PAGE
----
95 PTS.- 100 best wines of the year.
Connoisseurs’ Guide to California Wines:
In more vintages than not, this bottling has turned out to be our favorite from Storybook Mountain. And here again, it is a ripe, generous, yet impeccably balanced wine whose keen blackberry fruit in nose and mouth comes with a mix of intensity and youthful restraint that promises more and better as the wine ages. Fullness plays off against firming acids, and tannin crops up in the late going, and so much about this lovely wine calls for a bit of patience that we would caution against early drinking lest you miss the best it will have to offer.
2007 William Selyem Baciagalupi Vineyard – Russian River Valley Sonoma
Aroma: Blackberries, Red Raspberries, Cherry
Taste: Bing Cherries, dryness to the palate, Minerality to the finish, Characteristics of a Pinot (not a typical zin profile), Very elegant and classy wine
wine maker’s notes:
· Robert Parker: 93 points
Wine Advocate As for the 2007 Zinfandel Bacigalupi , this wine is dense, chewy, medium to full-bodied, with relatively elevated alcohol, loads of spice, red and black fruits, as well as herbs and underbrush.
Hopefully, we will have some converts within the group to try more Zinfandel wines. My perfect evening in the winter is to sit down in front of a fireplace and relish the spices mixed into layers of fruits of a fine Zinfandel. Remember, this is what we enjoy around the Christmas holiday. This Christmas, treat yourself to a piece of ginger bread with a fine Zin. If you want to go a step further, try a late harvest Zin with the concentrated fruits and sugars. I doubt that you will be disappointed.
I hope that the evening of Zins that we shared with their wide range of tastes and characteristics will lead you in a search for what your palate considers a perfect wine.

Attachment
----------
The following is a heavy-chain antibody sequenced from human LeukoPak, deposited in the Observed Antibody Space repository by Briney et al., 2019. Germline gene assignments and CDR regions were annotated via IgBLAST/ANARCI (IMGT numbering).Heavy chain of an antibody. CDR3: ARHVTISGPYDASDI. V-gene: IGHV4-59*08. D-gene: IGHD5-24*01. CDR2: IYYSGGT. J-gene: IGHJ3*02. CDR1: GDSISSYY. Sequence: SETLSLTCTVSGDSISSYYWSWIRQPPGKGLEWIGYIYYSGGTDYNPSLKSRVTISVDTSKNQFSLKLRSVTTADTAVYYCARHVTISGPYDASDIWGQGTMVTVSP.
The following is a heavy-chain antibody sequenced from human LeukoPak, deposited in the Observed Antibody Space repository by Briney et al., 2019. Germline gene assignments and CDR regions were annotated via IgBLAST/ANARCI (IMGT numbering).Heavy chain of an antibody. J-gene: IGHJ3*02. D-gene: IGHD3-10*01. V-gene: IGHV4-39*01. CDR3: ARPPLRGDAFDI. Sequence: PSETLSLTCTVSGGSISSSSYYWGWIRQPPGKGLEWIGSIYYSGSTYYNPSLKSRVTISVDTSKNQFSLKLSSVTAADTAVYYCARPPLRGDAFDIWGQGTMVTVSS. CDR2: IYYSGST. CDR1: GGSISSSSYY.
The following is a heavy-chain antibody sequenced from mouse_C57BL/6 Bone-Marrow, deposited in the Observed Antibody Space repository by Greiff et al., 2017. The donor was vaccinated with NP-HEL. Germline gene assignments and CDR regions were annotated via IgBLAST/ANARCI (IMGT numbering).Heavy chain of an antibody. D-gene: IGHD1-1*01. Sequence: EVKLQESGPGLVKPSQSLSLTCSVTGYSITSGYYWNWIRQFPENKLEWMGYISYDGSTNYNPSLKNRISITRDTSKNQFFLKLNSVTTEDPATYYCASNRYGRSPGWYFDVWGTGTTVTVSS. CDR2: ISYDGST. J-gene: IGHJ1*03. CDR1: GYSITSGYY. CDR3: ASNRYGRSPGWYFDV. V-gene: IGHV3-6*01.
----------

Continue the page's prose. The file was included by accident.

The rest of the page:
Until next time…Cheers,
This last weekend my husband Eddie and I were invited to taste some of their recent vintages. We hadn’t been up to their Castaic home and winery since last year. And that year proved fruitful for us all as the Clark’s met the Carpenters (over a shared story by yours truly). Chris and Jeannie Carpenter are also home wine makers, knew a slew of others in our valley, and organized the first Assistance League sponsored Sunset in the Vineyard event that highlighted private home winemakers.
This year, as last, Kerry had several Winemaker Magazine awarded vintages to try. And I jotted down a few notes during the tasting
On the wine
We started out tasting with his 2008 Grenache Blanc, a Rhone white. We were immediately brought back a year; these wines were what we had come to expect, incredibly good. Next was a Rhone white blend of Grenache Blanc, Viognier and Marsanne (all Tablas Creek clones by the way). “It’s a blend of all whites,” Kerry began. “It’s a very drinkable Rhone white with characteristics of honeysuckle, spice and refreshing acidity.”
The Gruner came next with 12% alcohol. “I purchased the grapes and this is my favorite wine as it’s fuller and sweeter”.
A 2008 Muscat Susie lingered over. Again with Two Hearts Estate grapes, 11% alcohol. As 10 vines only produced about a gallon, the flavors of honey and fruit made it more than worthwhile.
Eddie liked the 2008 Cabernet Sauvignon made from Washington grapes that had softened nicely after bottling.
Tasting the 2007 Malbec from Argentinean juice (that now sits on my desk for inspiration) Kerry’s back label notes read: “…dark dense structure with a full rounded mouthfeel. Prominent lush flavors of cherry, black currant and blackberry…cloves, vanilla, caramel, chocolate, spice, fruit.”
Susie makes time for gardening and the back yard, where a year ago landscaping was being done, now boasts several colorful flower pots, a beautiful clay pot fountain and spice garden. Kerry, on the other hand, only has time for farming the vines.
Kerry is now growing over a dozen varieties, made more quantity in 2008, with 2007 being the first time he was turning his own grapes into wine.
“Once the vineyard is ‘dialed in’ everything is okay and it’s just irrigation. But you’ve got to be in your vineyard a lot. We only take a few days off and then we need to work until it’s balanced again.”
We recalled that Kerry does buy some of his juice and he had something new on that front as well. “We can purchase flash-frozen grape juice. It has to remain at minus 10 degrees until you are ready to use it. I bought some Napa Sauvignon Blanc juice that way.” Eddie thought that, theoretically, you could be making the same wine as Mondavi if you can get the same grapes frozen and delivered. But it doesn’t end with the grapes.